30-Day Film Challenge, Day 9: A Film You Hate That Everyone Else Liked

This one will be short. My ire raises every time I even think about this film, and I don’t want to get my blood pressure up.

I hate, hate, hate, hate, hate, hate, hate, hate this film.

Photo courtesy of Paramount. Thanks for unleashing this hellbeast onto the world.

I’m obviously so pissed that I’ve lost the part of my brain that makes me a walking thesaurus. That’s what this film does to me. Not only does it suck, but it also has generations of salivating fans who somehow think that this is a great love story and a good film.

Loathe. Detest. Despise. Abhor.

Oh, it’s working again. Whew.

The film is long and boring. Rose and Jack’s love story is paper-thin and shallow. Sure, her fiance whatshisnameBillyZane might be a dick, but are we really to believe some guttersnipe she just met who drew her boobies would be any better for her? And, now let’s top it off with a horrible tragedy that we all knew was going to happen anyhow.

Also, Jack totally could have fit on that plank.

Cap it with a painfully saccharine love theme by a singer so pretentious she makes Don Henley look humble, one that played on every damn radio station at a time when we had no satellite radio or streaming services to offer us respite, dogs for blocks howling as Dion’s wailing punctured their sensitive eardrums, and–come on–you have to admit your patience was wearing thin too.

But I could forgive the film if that was all there was to it.

Plenty of movies have been over-hyped, overrated, popular. Hell, plenty of them also have horrific songs attached to them that get played in every grocery store in America.

Elsa – Disney – Frozen
Take your own damn advice and LET IT GO!

But, no, the greatest travesty, the one that continually taints the film, the one sleight that still rankles me after two decades of stewing in my own vitriol occurred in February of 1998.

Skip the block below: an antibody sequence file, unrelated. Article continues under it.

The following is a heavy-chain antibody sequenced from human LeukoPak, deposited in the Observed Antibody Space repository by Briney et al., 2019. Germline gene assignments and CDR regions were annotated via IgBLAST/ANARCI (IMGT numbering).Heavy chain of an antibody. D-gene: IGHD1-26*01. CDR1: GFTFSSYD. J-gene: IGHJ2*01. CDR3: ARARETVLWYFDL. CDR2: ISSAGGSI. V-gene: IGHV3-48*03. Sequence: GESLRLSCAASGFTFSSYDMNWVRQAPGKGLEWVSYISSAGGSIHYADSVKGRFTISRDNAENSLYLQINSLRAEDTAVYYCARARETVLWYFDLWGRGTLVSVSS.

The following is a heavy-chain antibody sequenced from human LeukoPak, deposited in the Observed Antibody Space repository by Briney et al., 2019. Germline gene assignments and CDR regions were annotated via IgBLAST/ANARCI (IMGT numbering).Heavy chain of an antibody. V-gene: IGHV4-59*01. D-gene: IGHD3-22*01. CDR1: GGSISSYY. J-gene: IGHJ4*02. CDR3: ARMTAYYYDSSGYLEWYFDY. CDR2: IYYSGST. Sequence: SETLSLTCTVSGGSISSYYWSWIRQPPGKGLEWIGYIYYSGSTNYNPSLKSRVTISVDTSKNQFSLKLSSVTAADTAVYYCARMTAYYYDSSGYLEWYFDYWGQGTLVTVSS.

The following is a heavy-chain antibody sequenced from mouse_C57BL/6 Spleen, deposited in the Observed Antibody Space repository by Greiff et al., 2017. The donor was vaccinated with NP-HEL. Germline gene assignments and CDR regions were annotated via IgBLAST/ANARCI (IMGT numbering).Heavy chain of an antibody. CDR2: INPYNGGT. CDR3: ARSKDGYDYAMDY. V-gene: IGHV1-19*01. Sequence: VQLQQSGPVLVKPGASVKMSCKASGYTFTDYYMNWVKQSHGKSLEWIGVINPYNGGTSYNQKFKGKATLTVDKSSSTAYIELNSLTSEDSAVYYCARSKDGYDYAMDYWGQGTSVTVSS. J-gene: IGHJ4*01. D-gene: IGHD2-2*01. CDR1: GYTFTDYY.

Back then, I had yet to realize the Oscars were bullshit. I followed them religiously. I made sure to watch every contender, which being from a small town meant a lot of driving 1 1/2 to 2 hours to find a theatre showing Life Is Beautiful or The Sweet Hereafter.

My friends–we were all nerds in the English department anyway–would ask me as February rolled around, “Who are you rooting for for Best Picture?”

I had a simple response: “Anything but Titanic.”

To put this in perspective, the other nominees were: The Full Monty, As Good As It Gets, Goodwill Hunting, and L. A. Confidential. To this day, all four of these films are deserving of little gold naked dude.

And what went and won?

I mean, I hate it for Full Monty, which was a cute flick. I hate it for As Good As It Gets, which was such a delight, but Jack Nicholson won for Best Actor, Helen Hunt for best Actress. Even Greg Kinnear got a nod. Robin Williams won Best Supporting Actor and Matt Damon and Ben Affleck (who was the bomb in Phantoms, yo!) got a Best Screenplay award.

Don’t @ me about the remaining entry. I know Kim Bassinger won Best Supporting Actress. But, out of all the fine films on display that year–97/98 was truly a remarkable moment for cinema–L.A. Confidential was the creme de la creme of the batch.

And it got robbed.

I know, I know. I need to “let it go.” Alas, I suppose “my heart will go on.”

Seriously, Rose, could you just budge up a bit? I’m getting pruny.

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